Wednesday, March 23, 2011

Tips on Teaching Your Toddler to Read


Learning to read doesn't have to be something a child learns in preschool or kindergarten. Parents can teach their child to read as early as 9 months old. All it takes is some time, dedication and, most of all, repetition! Babies and toddlers can begin to read simple words by implementing some simple techniques into their daily life.
Books
Parents must start by reading to their child. As soon as baby can sit up, usually at about 5-6 months old, start reading books to your baby daily. Exposing the child to as many books as possible at an early age helps build an early interest in reading that tends to remain through adulthood. Parents should try to find books with large print and plenty of colorful pictures to attract the child's attention. As parents read the book, they should guide their finger along the font to demonstrate how books are read. After seeing this several times, some toddlers may start to follow along with their own finger. For babies, parents can also just point out pictures in the book and say the word aloud instead of reading. Although the book is not being read, babies will still acquire the language and identify the picture if it's heard repeatedly.
Flash Cards
Flash cards are a great tool to use with babies, toddlers and up. Flash cards can be purchased or made at home out of 3 x 5 cards or card stock sheets of paper. Mini dry erase boards also make excellent reusable flash cards that can also be used later down the line for word games. It is best to start out with shot, simple words that children can identify with. Words such as hi, ear, nose, toes, leg, arm, eat and hand are great started words. Parents can show the child the flash card, read it aloud and point to the body part it identifies. For words such as hi or wave, the action of waving or eating can be performed. The important thing to remember when reading books or flashcards to children is to enunciate the word very clearly. Children look at the mouth and listen for specific sounds when learning to read and speak. In addition to the word on the flash card, parents can also include a picture of an object on the card. This will help the child identify the word with an object when the object isn't immediately available such as car, house, dog, cat and bird.
Environmental
Exposing your child to language in his natural environment is also helpful in reading and speaking. Parents can start by labeling anything and everything around the home. While this may seem tedious and time consuming, it is very helpful in helping children read and speak. Parents can type the words on a computer, print them out and cut them out to save time. They can label all household objects, rooms, appliances and furniture and ask the child to read the word as they walk around the house throughout the day. While the child may not necessarily be reading the word if they already know how to speak and what the object is, they will eventually associate the word with the object and be able to read it out of its context in the home. When outdoors, parents should point out familiar store signs such as Target, Ralphs, Vons and Burger King. Environmental font is often easily recognized by children since signs tend to be large and colorful, attracting a child's attention. After a child is able to easily read signs outdoors, parents can try to write the word on paper and see if the child can recognize the word outside of its setting.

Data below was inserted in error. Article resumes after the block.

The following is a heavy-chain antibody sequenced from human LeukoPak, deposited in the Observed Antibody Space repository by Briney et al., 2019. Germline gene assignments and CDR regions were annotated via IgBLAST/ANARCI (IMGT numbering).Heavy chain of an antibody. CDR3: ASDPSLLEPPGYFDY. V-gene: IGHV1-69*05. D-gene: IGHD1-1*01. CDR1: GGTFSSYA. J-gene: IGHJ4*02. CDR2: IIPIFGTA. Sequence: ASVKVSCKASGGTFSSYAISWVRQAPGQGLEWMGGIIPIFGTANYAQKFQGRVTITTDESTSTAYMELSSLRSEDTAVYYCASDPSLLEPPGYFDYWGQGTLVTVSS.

Toys
While children enjoy playing with cars, dolls and stuffed animals, there are also many education toys on the market today that children enjoy. Parents should find a balance when purchasing toys for their child and buy plenty of toys that serve both purposed. Blocks have always been a popular toy that children enjoy building things with. There are many blocks available with letters, pictures and numbers on them to help the child learn as he builds. Many stuffed animals also have sound incorporated in them which count, sing or read to a child on their own. In addition to toys, there are also posters, rugs and chairs that incorporate educational aspects. Rubber floor mats with each of the letters of the alphabet are a great learning tool for kids. Parents and children can form words out of the large letters and switch them around to make numerous words out of the same letters. Educational posters are also a great tool to put up in a child's room or playroom. Teachers use these in their classroom to encourage reading and parents can just as easily do the same at home. Even bath time is an excellent time to read. There are many books that are specifically made for the bathtub and are water proof. There are also letters that are made for the bathtub that stick to the sides of the tub. The letters can be used to make words while in the tub such as toes, hand, arm and head. Baby can read the words, say it and point to the body part.
While all of these techniques are helpful in getting your child to read, the key is consistency and repetition. Reading and learning must become a habit for a child and the key to making that happen is the parent. Make time each day, whether it's in the morning, after lunch or before bedtime, to sit and read to your child each day. Expose him or her to as much written text as possible and pronounce the word clearly so he can hear how to say it and also see how to say it. Most importantly, repeat, repeat, repeat! Repetition, especially for a baby or toddler, is crucial in a child's ability to read the word. Learning to read and simply learning in general should not be solely left up to teachers. Parents must invest the time to teach their child as well.

More resources

  • http://www.babycenter.com/404_when-and-how-can-i-teach-my-toddler-to-read_6900.bc
  • http://www.associatedcontent.com/article/162369/early_literacy_tips_on_teaching_your.html?cat=25

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